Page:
Think of the workers’ comp claims process as a team effort between the adjusting staff and your company.  I have had this happen to me in my claims career many times.   Agents and Risk Managers would call or email without any justification and be upset that the claims department could not just cut 15- 20% or more on the total reserves.    An ongoing team approach makes this much easier in the long run.  Being confrontational will not reduce the reserves.  I guarantee it.

A well-placed and well-timed email may work if your company has followed the reserves and the claim since day one.   The Six Keys that I wrote 35 years ago will also help your reserves – especially with a well-established industrial medical treatment network.

Do not have the claims staff look like the person in this picture as part of your workers comp reserve review schedule.

Also Read: What Is A Guaranteed Cost Program In Workers Compensation?



James J Moore - Workers Comp Expert

Raleigh, NC, United States

About The Author...

James founded a Workers’ Compensation consulting firm, J&L Risk Management Consultants, Inc. in 1996. J&L’s mission is to reduce our clients’ Workers Compensation premiums by using time-tested techniques. J&L’s claims, premium, reserve and Experience Mod reviews have saved employers over $9.8 million in earned premiums over the last three years. J&L has saved numerous companies from bankruptcy proceedings as a result of insurance overpayments.

James has over 27 years of experience in insurance claims, audit, and underwriting, specializing in Workers’ Compensation. He has supervised, and managed the administration of Workers’ Compensation claims, and underwriting in over 45 states. His professional experience includes being the Director of Risk Management for the North Carolina School Boards Association. He created a very successful Workers’ Compensation Injury Rehabilitation Unit for school personnel.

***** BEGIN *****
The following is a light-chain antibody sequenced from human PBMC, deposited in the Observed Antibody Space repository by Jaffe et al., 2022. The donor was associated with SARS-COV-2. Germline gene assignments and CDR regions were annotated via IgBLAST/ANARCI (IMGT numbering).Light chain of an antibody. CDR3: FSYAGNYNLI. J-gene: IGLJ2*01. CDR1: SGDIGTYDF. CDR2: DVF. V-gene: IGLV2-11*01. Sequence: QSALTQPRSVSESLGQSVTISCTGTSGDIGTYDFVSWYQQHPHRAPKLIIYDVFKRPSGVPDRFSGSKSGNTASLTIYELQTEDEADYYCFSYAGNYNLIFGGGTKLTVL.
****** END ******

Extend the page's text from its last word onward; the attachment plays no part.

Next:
James’s educational background, which centered on computer technology, culminated in earning a Masters of Business Administration (MBA); an Associate in Claims designation (AIC); and an Associate in Risk Management designation (ARM). He is a Chartered Financial Consultant (ChFC) and a licensed financial advisor. The NC Department of Insurance has certified him as an insurance instructor. He also possesses a Bachelors’ Degree in Actuarial Science.

LexisNexis has twice recognized his blog as one of the Top 25 Blogs on Workers’ Compensation. J&L has been listed in AM Best’s Preferred Providers Directory for Insurance Experts – Workers Compensation for over eight years. He recently won the prestigious Baucom Shine Lifetime Achievement Award for his volunteer contributions to the area of risk management and safety. James was recently named as an instructor for the prestigious Insurance Academy.

James is on the Board of Directors and Treasurer of the North Carolina Mid-State Safety Council. He has published two manuals on Workers’ Compensation and three different claims processing manuals. He has also written and has been quoted in numerous articles on reducing Workers’ Compensation costs for public and private employers. James publishes a weekly newsletter with 7,000 readers.

He currently possess press credentials and am invited to various national Workers Compensation conferences as a reporter.

James’s articles or interviews on Workers’ Compensation have appeared in the following publications or websites:

  • Risk and Insurance Management Society (RIMS)
  • Entrepreneur Magazine
  • Bloomberg Business News
  • WorkCompCentral.com
  • Claims Magazine
  • Risk & Insurance Magazine
  • Insurance Journal
  • Workers Compensation.com
  • LinkedIn, Twitter, Facebook and other social media sites
  • Various trade publications